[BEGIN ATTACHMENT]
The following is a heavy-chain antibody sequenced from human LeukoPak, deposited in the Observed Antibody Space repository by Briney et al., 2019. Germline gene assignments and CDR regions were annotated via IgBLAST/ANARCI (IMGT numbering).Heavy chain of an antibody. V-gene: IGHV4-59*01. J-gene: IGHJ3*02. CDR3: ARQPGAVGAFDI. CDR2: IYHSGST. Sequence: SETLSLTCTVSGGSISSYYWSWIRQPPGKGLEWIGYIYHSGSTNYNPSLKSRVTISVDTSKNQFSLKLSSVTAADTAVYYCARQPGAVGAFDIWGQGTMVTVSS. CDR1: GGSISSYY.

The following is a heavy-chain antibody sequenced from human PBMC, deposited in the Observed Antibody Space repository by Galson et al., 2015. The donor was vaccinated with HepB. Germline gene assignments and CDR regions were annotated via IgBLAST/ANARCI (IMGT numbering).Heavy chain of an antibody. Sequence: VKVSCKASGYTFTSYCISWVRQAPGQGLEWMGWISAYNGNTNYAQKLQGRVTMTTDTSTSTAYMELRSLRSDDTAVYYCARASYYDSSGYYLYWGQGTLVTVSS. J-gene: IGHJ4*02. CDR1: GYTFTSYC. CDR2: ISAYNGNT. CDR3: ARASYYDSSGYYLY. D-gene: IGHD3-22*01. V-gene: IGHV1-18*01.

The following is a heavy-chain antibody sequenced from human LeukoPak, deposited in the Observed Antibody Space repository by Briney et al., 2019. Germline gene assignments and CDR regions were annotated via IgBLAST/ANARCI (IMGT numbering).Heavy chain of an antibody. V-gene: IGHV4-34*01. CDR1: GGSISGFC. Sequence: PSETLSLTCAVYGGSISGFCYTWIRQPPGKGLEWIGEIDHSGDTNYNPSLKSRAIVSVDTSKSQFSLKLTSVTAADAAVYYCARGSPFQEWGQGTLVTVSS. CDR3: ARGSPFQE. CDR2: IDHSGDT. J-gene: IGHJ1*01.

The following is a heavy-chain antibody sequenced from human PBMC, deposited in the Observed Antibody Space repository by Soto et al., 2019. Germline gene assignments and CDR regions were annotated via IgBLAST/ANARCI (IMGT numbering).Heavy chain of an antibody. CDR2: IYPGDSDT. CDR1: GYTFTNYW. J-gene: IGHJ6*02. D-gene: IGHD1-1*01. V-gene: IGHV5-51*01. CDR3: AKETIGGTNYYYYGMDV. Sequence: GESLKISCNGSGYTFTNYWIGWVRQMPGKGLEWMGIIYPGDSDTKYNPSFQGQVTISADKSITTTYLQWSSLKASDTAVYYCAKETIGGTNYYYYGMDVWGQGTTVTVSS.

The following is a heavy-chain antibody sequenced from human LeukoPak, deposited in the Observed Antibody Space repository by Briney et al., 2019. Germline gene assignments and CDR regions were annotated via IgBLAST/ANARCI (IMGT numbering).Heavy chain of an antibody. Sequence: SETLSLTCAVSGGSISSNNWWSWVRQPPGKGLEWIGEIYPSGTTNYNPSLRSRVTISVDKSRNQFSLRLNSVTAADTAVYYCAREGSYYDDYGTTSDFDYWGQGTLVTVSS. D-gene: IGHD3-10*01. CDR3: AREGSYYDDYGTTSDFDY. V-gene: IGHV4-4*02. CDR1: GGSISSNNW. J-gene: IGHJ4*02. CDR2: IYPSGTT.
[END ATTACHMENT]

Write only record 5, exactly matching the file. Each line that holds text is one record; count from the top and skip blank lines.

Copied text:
The following is a heavy-chain antibody sequenced from human LeukoPak, deposited in the Observed Antibody Space repository by Briney et al., 2019. Germline gene assignments and CDR regions were annotated via IgBLAST/ANARCI (IMGT numbering).Heavy chain of an antibody. Sequence: SETLSLTCAVSGGSISSNNWWSWVRQPPGKGLEWIGEIYPSGTTNYNPSLRSRVTISVDKSRNQFSLRLNSVTAADTAVYYCAREGSYYDDYGTTSDFDYWGQGTLVTVSS. D-gene: IGHD3-10*01. CDR3: AREGSYYDDYGTTSDFDY. V-gene: IGHV4-4*02. CDR1: GGSISSNNW. J-gene: IGHJ4*02. CDR2: IYPSGTT.